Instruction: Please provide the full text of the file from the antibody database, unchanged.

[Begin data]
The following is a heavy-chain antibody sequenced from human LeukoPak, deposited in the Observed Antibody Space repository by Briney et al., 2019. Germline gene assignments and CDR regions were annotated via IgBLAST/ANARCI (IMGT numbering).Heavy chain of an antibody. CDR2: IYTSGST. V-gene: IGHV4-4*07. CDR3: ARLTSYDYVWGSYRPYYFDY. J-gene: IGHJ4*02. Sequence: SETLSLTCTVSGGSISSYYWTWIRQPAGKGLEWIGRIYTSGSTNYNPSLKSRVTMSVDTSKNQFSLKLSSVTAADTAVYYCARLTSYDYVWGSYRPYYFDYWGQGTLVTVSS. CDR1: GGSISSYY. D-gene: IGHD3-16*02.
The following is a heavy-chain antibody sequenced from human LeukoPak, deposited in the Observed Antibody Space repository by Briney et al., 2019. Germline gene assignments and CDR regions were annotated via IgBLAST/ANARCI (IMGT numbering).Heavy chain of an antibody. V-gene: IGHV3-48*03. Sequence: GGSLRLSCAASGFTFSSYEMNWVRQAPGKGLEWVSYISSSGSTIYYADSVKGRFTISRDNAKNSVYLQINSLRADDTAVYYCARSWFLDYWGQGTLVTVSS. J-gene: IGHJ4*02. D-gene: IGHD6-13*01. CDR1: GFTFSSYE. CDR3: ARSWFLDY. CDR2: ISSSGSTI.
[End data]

The following is a heavy-chain antibody sequenced from human LeukoPak, deposited in the Observed Antibody Space repository by Briney et al., 2019. Germline gene assignments and CDR regions were annotated via IgBLAST/ANARCI (IMGT numbering).Heavy chain of an antibody. CDR2: IYTSGST. V-gene: IGHV4-4*07. CDR3: ARLTSYDYVWGSYRPYYFDY. J-gene: IGHJ4*02. Sequence: SETLSLTCTVSGGSISSYYWTWIRQPAGKGLEWIGRIYTSGSTNYNPSLKSRVTMSVDTSKNQFSLKLSSVTAADTAVYYCARLTSYDYVWGSYRPYYFDYWGQGTLVTVSS. CDR1: GGSISSYY. D-gene: IGHD3-16*02.
The following is a heavy-chain antibody sequenced from human LeukoPak, deposited in the Observed Antibody Space repository by Briney et al., 2019. Germline gene assignments and CDR regions were annotated via IgBLAST/ANARCI (IMGT numbering).Heavy chain of an antibody. V-gene: IGHV3-48*03. Sequence: GGSLRLSCAASGFTFSSYEMNWVRQAPGKGLEWVSYISSSGSTIYYADSVKGRFTISRDNAKNSVYLQINSLRADDTAVYYCARSWFLDYWGQGTLVTVSS. J-gene: IGHJ4*02. D-gene: IGHD6-13*01. CDR1: GFTFSSYE. CDR3: ARSWFLDY. CDR2: ISSSGSTI.